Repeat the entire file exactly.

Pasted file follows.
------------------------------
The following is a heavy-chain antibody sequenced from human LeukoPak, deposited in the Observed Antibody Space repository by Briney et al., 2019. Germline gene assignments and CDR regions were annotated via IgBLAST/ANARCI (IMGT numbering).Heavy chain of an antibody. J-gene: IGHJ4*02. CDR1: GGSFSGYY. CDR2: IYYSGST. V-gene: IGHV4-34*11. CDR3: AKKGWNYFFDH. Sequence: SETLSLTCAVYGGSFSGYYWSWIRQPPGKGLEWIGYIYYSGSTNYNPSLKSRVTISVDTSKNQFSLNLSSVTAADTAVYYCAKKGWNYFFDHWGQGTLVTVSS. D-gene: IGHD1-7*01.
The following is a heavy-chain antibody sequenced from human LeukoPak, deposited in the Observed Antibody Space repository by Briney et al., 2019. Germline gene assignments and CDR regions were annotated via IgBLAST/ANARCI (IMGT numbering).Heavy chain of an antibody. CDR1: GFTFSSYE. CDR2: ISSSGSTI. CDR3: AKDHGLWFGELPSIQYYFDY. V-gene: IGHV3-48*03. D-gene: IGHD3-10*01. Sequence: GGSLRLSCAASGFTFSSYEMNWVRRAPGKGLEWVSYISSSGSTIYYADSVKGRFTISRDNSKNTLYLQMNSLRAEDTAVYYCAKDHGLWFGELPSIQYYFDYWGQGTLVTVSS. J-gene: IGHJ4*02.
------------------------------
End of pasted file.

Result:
The following is a heavy-chain antibody sequenced from human LeukoPak, deposited in the Observed Antibody Space repository by Briney et al., 2019. Germline gene assignments and CDR regions were annotated via IgBLAST/ANARCI (IMGT numbering).Heavy chain of an antibody. J-gene: IGHJ4*02. CDR1: GGSFSGYY. CDR2: IYYSGST. V-gene: IGHV4-34*11. CDR3: AKKGWNYFFDH. Sequence: SETLSLTCAVYGGSFSGYYWSWIRQPPGKGLEWIGYIYYSGSTNYNPSLKSRVTISVDTSKNQFSLNLSSVTAADTAVYYCAKKGWNYFFDHWGQGTLVTVSS. D-gene: IGHD1-7*01.
The following is a heavy-chain antibody sequenced from human LeukoPak, deposited in the Observed Antibody Space repository by Briney et al., 2019. Germline gene assignments and CDR regions were annotated via IgBLAST/ANARCI (IMGT numbering).Heavy chain of an antibody. CDR1: GFTFSSYE. CDR2: ISSSGSTI. CDR3: AKDHGLWFGELPSIQYYFDY. V-gene: IGHV3-48*03. D-gene: IGHD3-10*01. Sequence: GGSLRLSCAASGFTFSSYEMNWVRRAPGKGLEWVSYISSSGSTIYYADSVKGRFTISRDNSKNTLYLQMNSLRAEDTAVYYCAKDHGLWFGELPSIQYYFDYWGQGTLVTVSS. J-gene: IGHJ4*02.